19 October 2018

Challenges ahead: government procurement judicial review law passes Parliament

This article was written by Stephen Mason and Elliott Dunn.

The Government Procurement (Judicial Review) Bill 2017 passed the Senate on 18 October 2018. It creates significant new rights for suppliers to the Commonweath government. If agencies don’t comply with the procurement rules, they can be ordered to pay compensation and their procurements can be suspended, forced to restart or stopped altogether.

The terms of the new Act are the same as when the Bill was introduced in May 2017 (see our earlier alert).

The new Act is intended in part to give effect to aspects of Australia’s obligations under the new Comprehensive and Progressive Agreement for TransPacific Partnership (TPP-11) – which, among other things, sets standards for government procurement and requires member States to provide an impartial administrative or judicial authority to hear challenges or complaints – and under the WTO Agreement on Government Procurement (to which Australia is in the process of acceding).

The new Act will commence 6 months after Royal Assent – or earlier by Proclamation. This timing is intended to facilitate the TPP-11 to commence for Australia as soon as possible.

The new Act applies to procurements by Commonwealth agencies. It does not apply to procurements by State or Territory agencies.

The new Act will significantly change the way Commonwealth agencies plan and carry out many of their procurements. Our Government & Public sector team has already been advising agencies on the implications for their policies, procedures and resources, and how to best prepare for the changes.

Most significantly for agencies, the Act will introduce a range of new remedies for suppliers “whose interests are affected” where a relevant Commonwealth entity has breached Division 2 of the Commonwealth Procurement Rules (CPRs) in relation to a “covered procurement” (that is, a procurement in relation to which the rules in Divisions 1 and 2 of the CPRs apply and that is not in a class of procurements excluded by Ministerial determination). 

These remedies include the right to:

  • complain about a breach - If this happens, the agency will have to suspend the procurement, and investigate and report on the complaint (unless a ‘public interest certificate’ is issued by the procuring agency, certifying that it is not in the public interest to suspend the procurement). This can have a significant impact on procurement activity, given the extensive definition of “procurement” in the CPRs – which applies to the whole of life, including disposal, of the procured items;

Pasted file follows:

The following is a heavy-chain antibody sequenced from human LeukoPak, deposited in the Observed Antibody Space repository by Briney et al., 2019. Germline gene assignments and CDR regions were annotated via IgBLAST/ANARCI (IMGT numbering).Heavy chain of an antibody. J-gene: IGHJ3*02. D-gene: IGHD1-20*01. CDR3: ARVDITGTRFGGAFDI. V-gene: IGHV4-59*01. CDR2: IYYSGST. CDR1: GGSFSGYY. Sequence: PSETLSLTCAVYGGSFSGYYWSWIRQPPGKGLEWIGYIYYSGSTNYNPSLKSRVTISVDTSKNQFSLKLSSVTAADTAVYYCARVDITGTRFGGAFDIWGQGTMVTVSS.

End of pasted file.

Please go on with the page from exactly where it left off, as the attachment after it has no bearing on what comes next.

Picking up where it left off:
• obtain an injunction or other court order against the agency, requiring it to take action to remedy a breach (e.g. restart a procurement) or to refrain from taking action (e.g. stopping a procurement); and

  • obtain compensation for the breach for an amount reflecting the reasonable expenditure incurred by the supplier in preparing its tender response and making its complaint. 

What should you be doing now?

Agencies should now be reviewing their procurement processes to minimise the risks to procurement from the new Act. For example, agencies should consider processes that encourage tenderers to discuss and resolve issues with the agency, before a formal complaint is made. They should also have contingency plans for managing cases where procurements have to be suspended because of a complaint or court order. If you would like to know more about how the Act will affect your procurements, and how you can better manage its impacts, please get in touch.

Key contacts

Share on LinkedIn Share on Facebook Share on Twitter Share on Google+
    You might also be interested in

    The landmark decision in TPT Patrol Pty Ltd as trustee for Amies Superannuation Fund v Myer Holdings Limited [2019] FCA 1747 was the first shareholder class action to reach judgment in Australia. The...

    06 December 2019

    Westpac’s decision to conduct its recent $2.5 billion equity raising via an institutional placement and security purchase plan (“SPP”) continues the recent trend of ASX200 entities raising equity...

    06 December 2019

    Fast growing technology companies often employ a regulatory strategy of ‘asking for forgiveness, not permission’ when it comes to regulatory compliance in the hope that support from their customers...

    06 December 2019

    Fast growing technology companies often employ a regulatory strategy of ‘asking for forgiveness, not permission’ when it comes to regulatory compliance in the hope that support from their customers...

    06 December 2019

    You may also be interested in...

    This site uses cookies to enhance your experience and to help us improve the site. Please see our Privacy Policy for further information. If you continue without changing your settings, we will assume that you are happy to receive these cookies. You can change your cookie settings at any time.

    For more information on which cookies we use then please refer to our Cookie Policy.